Democracy’s Prisoner reads in places, like a novel, with swift pacing. History scholars aren’t known to be graceful writers, but Freeberg is an unusually good one. “It all has to do with being a journalist,” he says, crediting his background as a radio reporter in Maine. Full time for three years, part time for five, he had to file multiple news stories each week, and he learned how to tell a story. “So many people who have written about Debs are admirers who put him on a pedestal. I was determined not to do that.” Though he worked on the book for close to 10 years, he claims he never tired of his subject. Part of it was the engaging cast of characters: He mentions economist/activist Scott Nearing, American Communist John Reed and writer Max Eastman, who shaped Debs’ life and times. “And I have to admit I was seduced by Debs’ personality,” he says. He enjoyed finding each new anecdote that added to his subject’s complexity.

But another part of the article deals with the house in which Ernie and his wife now live. It apparently once belonged to a Cas Walker (there is a picture of his bust below). I have never heard of Cas Walker, but he seems to be a local Knoxville celebrity. The article describes him this way:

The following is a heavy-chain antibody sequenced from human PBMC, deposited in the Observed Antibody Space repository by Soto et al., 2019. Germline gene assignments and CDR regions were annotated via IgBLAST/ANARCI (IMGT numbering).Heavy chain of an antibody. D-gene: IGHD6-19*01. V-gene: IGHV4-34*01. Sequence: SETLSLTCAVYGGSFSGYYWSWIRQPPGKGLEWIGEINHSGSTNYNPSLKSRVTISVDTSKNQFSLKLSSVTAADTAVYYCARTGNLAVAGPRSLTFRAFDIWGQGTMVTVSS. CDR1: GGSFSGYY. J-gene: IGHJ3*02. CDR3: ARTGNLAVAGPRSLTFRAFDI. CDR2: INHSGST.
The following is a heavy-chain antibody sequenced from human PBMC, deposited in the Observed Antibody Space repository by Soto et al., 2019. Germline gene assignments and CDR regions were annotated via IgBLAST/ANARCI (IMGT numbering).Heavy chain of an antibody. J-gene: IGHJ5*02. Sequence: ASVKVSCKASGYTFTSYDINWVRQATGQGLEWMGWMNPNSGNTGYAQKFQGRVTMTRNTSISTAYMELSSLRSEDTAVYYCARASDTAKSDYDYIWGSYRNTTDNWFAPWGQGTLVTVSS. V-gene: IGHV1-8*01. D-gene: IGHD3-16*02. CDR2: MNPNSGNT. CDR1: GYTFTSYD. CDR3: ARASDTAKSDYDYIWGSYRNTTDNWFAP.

Groceryman and provocateur, country-music impresario, coon hunter, and longtime city politician, Walker was a reputedly millionaire, but lived in this relatively modest house in a working man’s neighborhood, with dog kennels and a small stable for a pony in the back yard.

Here’s more:

Walker died in 1998, but his house wasn’t completely cleared out, about six years ago, when Freeberg moved in. “I had read Bruce Wheeler’s history of Knoxville by the time I moved here in 2003, and knew something about Cas Walker’s mystique,” he says, smiling. Walker is a major character in Wheeler’s book, which details the grocer’s genius for spectacle. Freeberg was impressed, the first time he saw the house, by the previous owner’s security measures. “There was a ton of locks on the doors,” Freeberg says. “And floor safes.” Contrary to rumors of fortunes stashed in the house, Freeberg says the safes were empty, and he didn’t find anything of obvious value. There was a good deal of paper records, and Freeberg was going to donate it to the East Tennessee Historical Society. But when he moved in, most of it had been cleared out. A few interesting artifacts remained. One is a copy of a play called The Book of Job, by the Children’s Theatre Press, produced in Kentucky, personalized to Cas in 1960.